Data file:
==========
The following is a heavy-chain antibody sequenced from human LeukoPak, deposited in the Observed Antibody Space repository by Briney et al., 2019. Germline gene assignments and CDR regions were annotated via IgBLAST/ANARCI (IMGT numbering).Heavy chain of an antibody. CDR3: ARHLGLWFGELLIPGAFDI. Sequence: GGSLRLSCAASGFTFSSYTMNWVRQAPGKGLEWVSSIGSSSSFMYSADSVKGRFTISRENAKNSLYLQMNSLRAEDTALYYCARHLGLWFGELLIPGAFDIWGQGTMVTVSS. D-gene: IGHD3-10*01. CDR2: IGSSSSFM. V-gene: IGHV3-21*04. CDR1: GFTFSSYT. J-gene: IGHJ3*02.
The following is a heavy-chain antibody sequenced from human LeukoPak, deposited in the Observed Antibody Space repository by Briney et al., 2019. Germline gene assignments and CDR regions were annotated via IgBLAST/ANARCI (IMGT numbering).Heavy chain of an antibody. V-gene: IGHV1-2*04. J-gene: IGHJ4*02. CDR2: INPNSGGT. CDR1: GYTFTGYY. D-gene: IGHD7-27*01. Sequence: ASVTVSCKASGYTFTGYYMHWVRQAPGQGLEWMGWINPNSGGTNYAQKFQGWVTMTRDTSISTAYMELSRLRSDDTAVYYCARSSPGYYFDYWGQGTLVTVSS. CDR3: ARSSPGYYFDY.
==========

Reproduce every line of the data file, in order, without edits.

The following is a heavy-chain antibody sequenced from human LeukoPak, deposited in the Observed Antibody Space repository by Briney et al., 2019. Germline gene assignments and CDR regions were annotated via IgBLAST/ANARCI (IMGT numbering).Heavy chain of an antibody. CDR3: ARHLGLWFGELLIPGAFDI. Sequence: GGSLRLSCAASGFTFSSYTMNWVRQAPGKGLEWVSSIGSSSSFMYSADSVKGRFTISRENAKNSLYLQMNSLRAEDTALYYCARHLGLWFGELLIPGAFDIWGQGTMVTVSS. D-gene: IGHD3-10*01. CDR2: IGSSSSFM. V-gene: IGHV3-21*04. CDR1: GFTFSSYT. J-gene: IGHJ3*02.
The following is a heavy-chain antibody sequenced from human LeukoPak, deposited in the Observed Antibody Space repository by Briney et al., 2019. Germline gene assignments and CDR regions were annotated via IgBLAST/ANARCI (IMGT numbering).Heavy chain of an antibody. V-gene: IGHV1-2*04. J-gene: IGHJ4*02. CDR2: INPNSGGT. CDR1: GYTFTGYY. D-gene: IGHD7-27*01. Sequence: ASVTVSCKASGYTFTGYYMHWVRQAPGQGLEWMGWINPNSGGTNYAQKFQGWVTMTRDTSISTAYMELSRLRSDDTAVYYCARSSPGYYFDYWGQGTLVTVSS. CDR3: ARSSPGYYFDY.